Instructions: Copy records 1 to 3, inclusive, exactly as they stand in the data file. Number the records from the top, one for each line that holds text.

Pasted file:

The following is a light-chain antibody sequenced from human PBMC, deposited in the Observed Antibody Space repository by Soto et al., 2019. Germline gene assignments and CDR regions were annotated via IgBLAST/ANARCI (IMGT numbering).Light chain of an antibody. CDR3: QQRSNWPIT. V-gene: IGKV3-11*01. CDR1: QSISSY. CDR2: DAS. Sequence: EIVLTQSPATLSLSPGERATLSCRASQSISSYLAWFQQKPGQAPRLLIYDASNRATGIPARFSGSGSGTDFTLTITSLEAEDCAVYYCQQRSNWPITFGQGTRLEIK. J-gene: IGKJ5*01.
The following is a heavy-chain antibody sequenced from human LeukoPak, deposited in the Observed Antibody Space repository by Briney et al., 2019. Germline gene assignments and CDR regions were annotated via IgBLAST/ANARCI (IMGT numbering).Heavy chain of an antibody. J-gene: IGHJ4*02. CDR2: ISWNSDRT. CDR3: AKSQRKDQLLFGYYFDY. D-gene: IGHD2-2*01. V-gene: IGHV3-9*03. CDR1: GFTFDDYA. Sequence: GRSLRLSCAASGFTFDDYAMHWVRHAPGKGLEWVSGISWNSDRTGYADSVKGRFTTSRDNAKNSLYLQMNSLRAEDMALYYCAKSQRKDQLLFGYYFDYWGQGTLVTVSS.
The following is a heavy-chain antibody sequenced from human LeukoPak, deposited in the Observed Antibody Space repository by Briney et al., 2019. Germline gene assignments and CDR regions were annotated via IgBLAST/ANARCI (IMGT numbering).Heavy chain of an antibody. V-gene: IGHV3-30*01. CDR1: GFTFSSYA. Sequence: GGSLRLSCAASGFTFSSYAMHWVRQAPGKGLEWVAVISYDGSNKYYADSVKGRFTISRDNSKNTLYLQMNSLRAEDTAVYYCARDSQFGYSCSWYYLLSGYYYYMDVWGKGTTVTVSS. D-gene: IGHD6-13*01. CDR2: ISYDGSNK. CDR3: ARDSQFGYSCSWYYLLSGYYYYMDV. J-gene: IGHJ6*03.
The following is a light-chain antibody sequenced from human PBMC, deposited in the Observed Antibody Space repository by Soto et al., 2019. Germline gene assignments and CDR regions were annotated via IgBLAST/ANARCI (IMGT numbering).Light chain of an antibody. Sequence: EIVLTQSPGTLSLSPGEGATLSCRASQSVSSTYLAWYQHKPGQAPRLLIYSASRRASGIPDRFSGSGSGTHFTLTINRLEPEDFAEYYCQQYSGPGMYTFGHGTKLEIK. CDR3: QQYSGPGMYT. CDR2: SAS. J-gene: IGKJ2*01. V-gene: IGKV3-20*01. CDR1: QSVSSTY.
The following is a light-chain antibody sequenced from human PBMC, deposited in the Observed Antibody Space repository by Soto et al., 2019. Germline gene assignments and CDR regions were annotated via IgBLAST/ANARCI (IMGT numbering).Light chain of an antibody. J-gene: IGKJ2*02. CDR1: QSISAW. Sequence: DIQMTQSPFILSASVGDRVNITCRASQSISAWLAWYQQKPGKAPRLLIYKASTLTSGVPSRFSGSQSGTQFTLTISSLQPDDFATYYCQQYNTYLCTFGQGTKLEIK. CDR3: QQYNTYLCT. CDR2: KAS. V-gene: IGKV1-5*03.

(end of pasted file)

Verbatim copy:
The following is a light-chain antibody sequenced from human PBMC, deposited in the Observed Antibody Space repository by Soto et al., 2019. Germline gene assignments and CDR regions were annotated via IgBLAST/ANARCI (IMGT numbering).Light chain of an antibody. CDR3: QQRSNWPIT. V-gene: IGKV3-11*01. CDR1: QSISSY. CDR2: DAS. Sequence: EIVLTQSPATLSLSPGERATLSCRASQSISSYLAWFQQKPGQAPRLLIYDASNRATGIPARFSGSGSGTDFTLTITSLEAEDCAVYYCQQRSNWPITFGQGTRLEIK. J-gene: IGKJ5*01.
The following is a heavy-chain antibody sequenced from human LeukoPak, deposited in the Observed Antibody Space repository by Briney et al., 2019. Germline gene assignments and CDR regions were annotated via IgBLAST/ANARCI (IMGT numbering).Heavy chain of an antibody. J-gene: IGHJ4*02. CDR2: ISWNSDRT. CDR3: AKSQRKDQLLFGYYFDY. D-gene: IGHD2-2*01. V-gene: IGHV3-9*03. CDR1: GFTFDDYA. Sequence: GRSLRLSCAASGFTFDDYAMHWVRHAPGKGLEWVSGISWNSDRTGYADSVKGRFTTSRDNAKNSLYLQMNSLRAEDMALYYCAKSQRKDQLLFGYYFDYWGQGTLVTVSS.
The following is a heavy-chain antibody sequenced from human LeukoPak, deposited in the Observed Antibody Space repository by Briney et al., 2019. Germline gene assignments and CDR regions were annotated via IgBLAST/ANARCI (IMGT numbering).Heavy chain of an antibody. V-gene: IGHV3-30*01. CDR1: GFTFSSYA. Sequence: GGSLRLSCAASGFTFSSYAMHWVRQAPGKGLEWVAVISYDGSNKYYADSVKGRFTISRDNSKNTLYLQMNSLRAEDTAVYYCARDSQFGYSCSWYYLLSGYYYYMDVWGKGTTVTVSS. D-gene: IGHD6-13*01. CDR2: ISYDGSNK. CDR3: ARDSQFGYSCSWYYLLSGYYYYMDV. J-gene: IGHJ6*03.